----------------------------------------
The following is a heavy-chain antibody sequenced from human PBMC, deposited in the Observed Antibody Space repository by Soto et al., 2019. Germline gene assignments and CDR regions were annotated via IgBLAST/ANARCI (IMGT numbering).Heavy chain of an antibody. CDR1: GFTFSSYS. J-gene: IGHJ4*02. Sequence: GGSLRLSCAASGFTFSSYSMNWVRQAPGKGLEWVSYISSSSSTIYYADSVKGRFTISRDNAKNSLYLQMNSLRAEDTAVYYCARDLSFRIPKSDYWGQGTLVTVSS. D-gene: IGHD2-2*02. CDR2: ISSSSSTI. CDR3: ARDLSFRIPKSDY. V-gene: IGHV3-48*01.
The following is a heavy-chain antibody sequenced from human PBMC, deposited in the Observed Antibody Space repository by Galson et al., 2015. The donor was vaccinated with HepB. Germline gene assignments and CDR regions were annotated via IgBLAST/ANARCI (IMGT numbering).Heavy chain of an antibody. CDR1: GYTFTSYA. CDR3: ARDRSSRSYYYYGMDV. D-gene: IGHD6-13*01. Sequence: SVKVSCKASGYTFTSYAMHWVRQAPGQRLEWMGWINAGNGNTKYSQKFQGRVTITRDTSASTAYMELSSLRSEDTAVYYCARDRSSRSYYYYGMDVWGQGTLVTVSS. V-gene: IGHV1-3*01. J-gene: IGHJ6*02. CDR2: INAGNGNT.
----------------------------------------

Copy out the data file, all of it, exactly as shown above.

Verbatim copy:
The following is a heavy-chain antibody sequenced from human PBMC, deposited in the Observed Antibody Space repository by Soto et al., 2019. Germline gene assignments and CDR regions were annotated via IgBLAST/ANARCI (IMGT numbering).Heavy chain of an antibody. CDR1: GFTFSSYS. J-gene: IGHJ4*02. Sequence: GGSLRLSCAASGFTFSSYSMNWVRQAPGKGLEWVSYISSSSSTIYYADSVKGRFTISRDNAKNSLYLQMNSLRAEDTAVYYCARDLSFRIPKSDYWGQGTLVTVSS. D-gene: IGHD2-2*02. CDR2: ISSSSSTI. CDR3: ARDLSFRIPKSDY. V-gene: IGHV3-48*01.
The following is a heavy-chain antibody sequenced from human PBMC, deposited in the Observed Antibody Space repository by Galson et al., 2015. The donor was vaccinated with HepB. Germline gene assignments and CDR regions were annotated via IgBLAST/ANARCI (IMGT numbering).Heavy chain of an antibody. CDR1: GYTFTSYA. CDR3: ARDRSSRSYYYYGMDV. D-gene: IGHD6-13*01. Sequence: SVKVSCKASGYTFTSYAMHWVRQAPGQRLEWMGWINAGNGNTKYSQKFQGRVTITRDTSASTAYMELSSLRSEDTAVYYCARDRSSRSYYYYGMDVWGQGTLVTVSS. V-gene: IGHV1-3*01. J-gene: IGHJ6*02. CDR2: INAGNGNT.